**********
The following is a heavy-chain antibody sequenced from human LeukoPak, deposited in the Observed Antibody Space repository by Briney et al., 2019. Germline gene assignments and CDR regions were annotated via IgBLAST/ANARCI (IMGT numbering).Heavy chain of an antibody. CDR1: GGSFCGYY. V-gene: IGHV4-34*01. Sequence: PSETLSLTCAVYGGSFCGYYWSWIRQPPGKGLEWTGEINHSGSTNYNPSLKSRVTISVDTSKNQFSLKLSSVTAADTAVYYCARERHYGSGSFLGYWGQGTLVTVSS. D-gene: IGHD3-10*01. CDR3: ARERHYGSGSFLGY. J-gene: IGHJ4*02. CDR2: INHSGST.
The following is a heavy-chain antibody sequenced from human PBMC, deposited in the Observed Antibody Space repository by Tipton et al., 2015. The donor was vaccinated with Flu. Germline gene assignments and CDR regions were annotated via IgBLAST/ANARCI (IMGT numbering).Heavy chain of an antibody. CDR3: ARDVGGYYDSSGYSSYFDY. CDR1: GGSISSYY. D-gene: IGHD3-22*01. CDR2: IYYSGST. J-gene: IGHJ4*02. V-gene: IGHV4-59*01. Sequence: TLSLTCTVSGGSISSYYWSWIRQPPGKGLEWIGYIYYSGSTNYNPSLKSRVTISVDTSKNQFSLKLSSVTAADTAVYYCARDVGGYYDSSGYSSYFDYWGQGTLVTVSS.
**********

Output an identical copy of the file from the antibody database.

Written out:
The following is a heavy-chain antibody sequenced from human LeukoPak, deposited in the Observed Antibody Space repository by Briney et al., 2019. Germline gene assignments and CDR regions were annotated via IgBLAST/ANARCI (IMGT numbering).Heavy chain of an antibody. CDR1: GGSFCGYY. V-gene: IGHV4-34*01. Sequence: PSETLSLTCAVYGGSFCGYYWSWIRQPPGKGLEWTGEINHSGSTNYNPSLKSRVTISVDTSKNQFSLKLSSVTAADTAVYYCARERHYGSGSFLGYWGQGTLVTVSS. D-gene: IGHD3-10*01. CDR3: ARERHYGSGSFLGY. J-gene: IGHJ4*02. CDR2: INHSGST.
The following is a heavy-chain antibody sequenced from human PBMC, deposited in the Observed Antibody Space repository by Tipton et al., 2015. The donor was vaccinated with Flu. Germline gene assignments and CDR regions were annotated via IgBLAST/ANARCI (IMGT numbering).Heavy chain of an antibody. CDR3: ARDVGGYYDSSGYSSYFDY. CDR1: GGSISSYY. D-gene: IGHD3-22*01. CDR2: IYYSGST. J-gene: IGHJ4*02. V-gene: IGHV4-59*01. Sequence: TLSLTCTVSGGSISSYYWSWIRQPPGKGLEWIGYIYYSGSTNYNPSLKSRVTISVDTSKNQFSLKLSSVTAADTAVYYCARDVGGYYDSSGYSSYFDYWGQGTLVTVSS.